A transition is a “passage from one state, stage, subject, or place to another.” At least that’s what Merriam-Webster’s dictionary says. But that thing’s only been around for like 184 years or so, so I’d like to amend it a bit.
Instead, let’s say a transition is “a passage from one state, stage, subject, place, or IDEA to another.” That’s what we do when we transition in our essays. We transition between ideas that are usually related to one subject.
We do this from section to section, from paragraph to paragraph, from sentence to sentence, and often, within individual sentences.
On the macro level (sections and paragraphs), we often use whole paragraphs or sentences to transition from one idea to the next. However, on the micro level (between and within sentences), we use transition words.
Politicians use transitions all the time when they’re presented with an undesirable question and prefer to spin to another subject.
Well, some are better at it than others.
For better or worse, we’re focusing on these little gems today: transition words for essays. Why? Because they’re oh-so-important when it comes to moving from one idea to another and melding those ideas into one cohesive whole within your essay.
Without transition words, you can lose your direction. But their overuse, or misuse, can lead to a clunky, redundant mess of transitional madness.
So today, let’s tackle what you need to know about using transition words for essays.
What Exactly Are Transition Words, and Why Are They Important?
If you’re reading this, then you’re probably all too used to writing essays. I don’t need to explain to you the essay’s prevalence in just about every level of the education system.
You already understand the different types of essays that require you to analyze, interpret, compare and contrast, and break down any number of subjects.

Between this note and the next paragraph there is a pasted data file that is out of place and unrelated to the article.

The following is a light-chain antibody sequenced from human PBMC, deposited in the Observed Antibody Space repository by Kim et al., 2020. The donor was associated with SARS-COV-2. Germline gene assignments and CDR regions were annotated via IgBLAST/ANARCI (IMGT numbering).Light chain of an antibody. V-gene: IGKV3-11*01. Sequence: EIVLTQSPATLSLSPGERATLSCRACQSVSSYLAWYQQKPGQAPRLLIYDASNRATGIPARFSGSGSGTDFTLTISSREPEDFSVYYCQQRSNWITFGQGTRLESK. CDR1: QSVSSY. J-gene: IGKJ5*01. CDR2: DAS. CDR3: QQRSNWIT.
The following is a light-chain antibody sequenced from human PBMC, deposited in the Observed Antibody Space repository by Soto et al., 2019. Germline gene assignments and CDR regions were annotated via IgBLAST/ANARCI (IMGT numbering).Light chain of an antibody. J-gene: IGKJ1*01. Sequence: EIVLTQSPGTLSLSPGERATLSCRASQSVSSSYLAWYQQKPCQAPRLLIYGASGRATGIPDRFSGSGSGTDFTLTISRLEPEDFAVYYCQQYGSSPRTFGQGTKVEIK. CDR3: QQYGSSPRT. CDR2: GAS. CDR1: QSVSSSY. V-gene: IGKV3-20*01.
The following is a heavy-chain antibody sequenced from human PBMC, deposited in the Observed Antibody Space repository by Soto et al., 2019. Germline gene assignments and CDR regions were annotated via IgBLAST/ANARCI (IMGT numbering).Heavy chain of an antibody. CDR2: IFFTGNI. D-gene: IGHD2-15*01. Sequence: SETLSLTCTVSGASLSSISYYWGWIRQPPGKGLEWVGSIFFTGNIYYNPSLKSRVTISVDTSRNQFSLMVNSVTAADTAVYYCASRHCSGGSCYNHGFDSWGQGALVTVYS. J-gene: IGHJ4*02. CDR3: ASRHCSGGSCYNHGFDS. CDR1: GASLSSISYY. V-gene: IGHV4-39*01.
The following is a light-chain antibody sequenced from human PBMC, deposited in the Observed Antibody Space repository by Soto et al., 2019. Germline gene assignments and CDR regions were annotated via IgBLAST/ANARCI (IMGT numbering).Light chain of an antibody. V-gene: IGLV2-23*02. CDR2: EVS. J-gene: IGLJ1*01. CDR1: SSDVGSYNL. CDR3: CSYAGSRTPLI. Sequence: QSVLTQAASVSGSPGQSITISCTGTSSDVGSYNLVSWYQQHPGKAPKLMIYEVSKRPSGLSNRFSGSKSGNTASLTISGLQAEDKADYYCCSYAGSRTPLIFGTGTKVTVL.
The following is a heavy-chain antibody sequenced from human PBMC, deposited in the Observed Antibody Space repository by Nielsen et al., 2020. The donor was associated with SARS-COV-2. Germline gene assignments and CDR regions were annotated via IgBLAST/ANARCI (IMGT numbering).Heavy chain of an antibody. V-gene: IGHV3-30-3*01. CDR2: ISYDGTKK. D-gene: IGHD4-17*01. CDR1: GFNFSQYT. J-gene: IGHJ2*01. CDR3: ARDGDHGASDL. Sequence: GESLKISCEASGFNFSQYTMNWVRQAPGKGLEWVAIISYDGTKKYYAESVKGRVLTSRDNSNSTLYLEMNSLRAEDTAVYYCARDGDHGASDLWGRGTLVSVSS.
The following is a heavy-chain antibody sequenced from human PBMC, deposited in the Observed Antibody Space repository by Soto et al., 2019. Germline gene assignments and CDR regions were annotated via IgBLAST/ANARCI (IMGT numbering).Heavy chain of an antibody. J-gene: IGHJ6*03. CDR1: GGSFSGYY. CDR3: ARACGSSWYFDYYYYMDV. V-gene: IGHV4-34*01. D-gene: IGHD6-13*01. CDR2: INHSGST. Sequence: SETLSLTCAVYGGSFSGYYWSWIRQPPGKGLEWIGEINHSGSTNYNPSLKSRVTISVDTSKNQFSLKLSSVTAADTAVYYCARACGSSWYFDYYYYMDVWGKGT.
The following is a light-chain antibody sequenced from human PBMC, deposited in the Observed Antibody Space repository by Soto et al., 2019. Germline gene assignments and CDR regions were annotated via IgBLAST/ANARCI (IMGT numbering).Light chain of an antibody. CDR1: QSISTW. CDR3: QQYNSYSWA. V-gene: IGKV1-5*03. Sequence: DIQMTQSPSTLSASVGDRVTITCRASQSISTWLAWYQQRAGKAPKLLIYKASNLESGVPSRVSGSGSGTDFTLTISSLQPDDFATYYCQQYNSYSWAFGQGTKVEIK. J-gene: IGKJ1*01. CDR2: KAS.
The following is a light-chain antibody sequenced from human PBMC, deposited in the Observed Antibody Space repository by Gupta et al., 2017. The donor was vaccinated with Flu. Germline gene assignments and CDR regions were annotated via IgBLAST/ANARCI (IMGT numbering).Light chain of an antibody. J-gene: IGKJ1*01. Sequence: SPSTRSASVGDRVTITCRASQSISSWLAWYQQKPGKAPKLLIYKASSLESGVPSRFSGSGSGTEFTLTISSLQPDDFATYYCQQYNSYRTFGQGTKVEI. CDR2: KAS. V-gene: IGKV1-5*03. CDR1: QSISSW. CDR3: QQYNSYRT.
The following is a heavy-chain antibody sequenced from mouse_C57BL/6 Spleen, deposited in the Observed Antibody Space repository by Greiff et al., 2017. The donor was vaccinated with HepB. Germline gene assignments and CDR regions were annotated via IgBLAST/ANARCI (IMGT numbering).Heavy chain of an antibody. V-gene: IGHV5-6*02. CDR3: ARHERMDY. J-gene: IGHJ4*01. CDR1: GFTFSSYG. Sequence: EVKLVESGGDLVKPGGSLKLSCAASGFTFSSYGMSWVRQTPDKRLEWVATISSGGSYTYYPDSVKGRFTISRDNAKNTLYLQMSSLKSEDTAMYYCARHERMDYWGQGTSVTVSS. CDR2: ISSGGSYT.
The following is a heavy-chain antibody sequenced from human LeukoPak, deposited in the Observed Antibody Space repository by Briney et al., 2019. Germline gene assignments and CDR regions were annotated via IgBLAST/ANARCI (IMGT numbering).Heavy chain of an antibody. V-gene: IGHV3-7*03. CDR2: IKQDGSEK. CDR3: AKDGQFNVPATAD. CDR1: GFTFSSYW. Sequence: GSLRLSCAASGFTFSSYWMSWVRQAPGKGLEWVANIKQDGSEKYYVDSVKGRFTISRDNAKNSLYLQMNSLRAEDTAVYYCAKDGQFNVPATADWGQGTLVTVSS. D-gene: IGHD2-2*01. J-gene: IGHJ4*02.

When writing any essay, it’s important that all of your ideas progress in a clear and concise direction. It’s also important that you present them in a logical order. After all, we can only focus on one idea at a time.
What makes transition words so important? They allow us, as writers, to seamlessly move from one idea to the next. They also let us do so in a way that’s almost imperceptible to the reader.
Let’s take this quote as an example:
“Times of transition are strenuous, but I love them. They are an opportunity to purge, rethink priorities, and be intentional about new habits.” —Kristin Armstrong
In this quote, we see the speaker uses the transition word “but” to shift from the difficulty related to life transitions to the positives that can come from them. It flows so well that you don’t even notice the word.
In contrast, imagine if she said, “Times of transition are strenuous. I love them.” This would give the reader pause as the connection isn’t clear. Instead, by using “but,” Armstrong effectively transitions you to the positive aspects of her thinking, which she then elaborates on.
As you can see, neglecting to use transition words entirely will result in writing that’s disconnected and difficult to read and understand. Transition words are vital to establishing flow and fluency in your paper. That flow and fluency allows your reader to seamlessly identify and connect to your ideas.
However, when transitions are overused or misused, they can be counter-productive.
What Are Some Common Transition Mistakes?
Learning to use transitions is easy, but learning to use them fluidly is more difficult. It’s kind of like dancing. Anyone can hold on to another person and move his feet. Doing it gracefully is another story.
So let’s take a look at some of the most common mistakes I see with the use of transition words for essays.
Transition by numbers
“Firstly, smoking is bad for your lungs. Second, smoking can discolor your teeth. Third, smoking is bad for the people around you. In the fourth place, smoking is very expensive.”